On August 2, federal agents raided Sunnyvale, Calif. based Herguan University and arrested CEO Jerry Wang for allegedly misrepresenting the school on sponsorship applications for federal student visas. Wang, 32, is facing 15-counts of visa fraud and, if convicted, 23 years in prison and more than $1 million in fines.
The closure of unaccredited Herguan University, and Wang’s other venture the University of East-West Medicine, leaves nearly 450 Indian nationals with 15 days to find a new school to sponsor them or face deportation. Herguan University is the second California based school to be accused of immigration fraud in 18 months.
In 2010, nearby Tri-Valley University, which was also unaccredited, became the subject of a federal investigation for allegedly falsifying documents to secure F1 student visas for more than 1,500 Indian nationals. The allegations led to the closure of the school in January 2011 and the arrest of its president Susan Xiao-Ping Su, a former adjunct faculty member of Herguan, in May 2011 for 33 counts of alleged visa fraud.
The revocation of the Tri-Valley students’ visa status, and the decision by ICE to require at least 18 of them to wear ankle monitors, created an international incident that led to discussions between Secretary of State Hillary Rodham Clinton and Indian Foreign Secretary Nirupama Rao. The Tri-Valley scandal prompted Rep. Zoe Lofgren (D-Calif.) to introduce the Student Visa Reform Act, which will prevent student visas from being issued for enrollment in unaccredited colleges, in Oct. 2011.
Lofgren’s bill, which was passed by the House on August 1, requires all postsecondary institutions enrolling 25 students or more on non-immigrant visas to be nationally or regionally accredited by an organization approved by the Dept. of Education, unless the school is certified by the Dept. of Homeland Security (DHS). However, DHS certification has not been shown to be an effective bulwark against abuses.
In February 2009 Tri-Valley was certified by DHS to increase the amount of foreign students it was allowed to sponsor from 11 to 30. By May 2010—when ICE began investigating—the school had 939 students. A recent Government Accountability Office (GAO) report determined that ICE has consistently failed to implement existing controls to verify the legitimacy and eligibility of schools seeking to sponsor foreign students.
The GAO determined that, as of January 2012, over 850,000 foreign students were enrolled at over 10,000 schools across the U.S., and over 50% of foreign students in the U.S. come from five countries—China, South Korea, India, Saudi Arabia and Canada. Of the schools hosting foreign students 1,250 are not accredited and 172 are potentially noncompliant with government regulations regarding student visas; of the 172 potentially noncompliant schools, 142 of them offer language, religious, or flight studies—with language schools representing the highest percentage.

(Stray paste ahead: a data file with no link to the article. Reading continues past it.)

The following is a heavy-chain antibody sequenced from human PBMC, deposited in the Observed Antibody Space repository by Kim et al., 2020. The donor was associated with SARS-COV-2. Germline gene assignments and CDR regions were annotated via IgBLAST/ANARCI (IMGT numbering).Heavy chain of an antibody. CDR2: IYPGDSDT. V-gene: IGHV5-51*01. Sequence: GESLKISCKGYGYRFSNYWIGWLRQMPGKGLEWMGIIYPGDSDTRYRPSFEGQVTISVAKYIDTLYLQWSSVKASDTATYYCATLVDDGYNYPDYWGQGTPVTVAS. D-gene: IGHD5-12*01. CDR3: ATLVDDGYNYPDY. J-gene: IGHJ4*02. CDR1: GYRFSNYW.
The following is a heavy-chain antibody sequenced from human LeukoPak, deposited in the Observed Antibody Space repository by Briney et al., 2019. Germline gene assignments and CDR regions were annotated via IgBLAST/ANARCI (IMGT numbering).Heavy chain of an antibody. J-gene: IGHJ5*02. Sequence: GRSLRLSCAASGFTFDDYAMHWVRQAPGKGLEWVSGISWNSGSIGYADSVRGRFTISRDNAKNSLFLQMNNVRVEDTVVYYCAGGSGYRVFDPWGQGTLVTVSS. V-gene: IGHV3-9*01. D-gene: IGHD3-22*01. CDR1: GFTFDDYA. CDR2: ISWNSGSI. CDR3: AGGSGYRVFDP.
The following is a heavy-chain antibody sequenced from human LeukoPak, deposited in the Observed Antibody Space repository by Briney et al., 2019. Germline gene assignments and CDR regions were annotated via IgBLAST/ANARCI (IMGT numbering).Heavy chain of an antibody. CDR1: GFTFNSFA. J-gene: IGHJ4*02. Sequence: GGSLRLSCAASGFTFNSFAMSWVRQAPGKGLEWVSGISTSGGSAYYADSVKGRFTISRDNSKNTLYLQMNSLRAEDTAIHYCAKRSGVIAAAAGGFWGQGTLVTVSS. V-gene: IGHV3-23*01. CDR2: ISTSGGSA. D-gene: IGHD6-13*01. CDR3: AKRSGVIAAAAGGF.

The GAO found that officials at both accredited and unaccredited institutions in charge of managing student visas are not required to undergo a background check before receiving access to the Student and Exchange Visitor Information System (SEVIS), the federal database that tracks and monitors schools and students. School officials retain access to, and the ability to modify files in, the SEVIS database while under criminal investigation, reports the GAO.
Lofgren’s bill allows unaccredited institutions to sponsor student visas if they receive DHS certification, which would be determined by the department’s Student and Exchange Visitor Program. The GAO found that until June 2012 the SEVP had no clear policy regarding verification of the “in lieu of” letters submitted by the 1,250 unaccredited schools, instead SEVP personnel decided to verify a school’s letter if it seemed suspicious.
The lack of a mandatory verification policy allowed Tri-Valley University, and several other schools, to receive DHS certification despite submitting fraudulent evidence of accreditation or fraudulent “in lieu of” letters.
Lofgren told U.S. News & World Report that the accreditation requirements in the bill are designed to “prevent illegitimate institutions from cheating foreign students who legitimately seek a bona fide education in the United States.”
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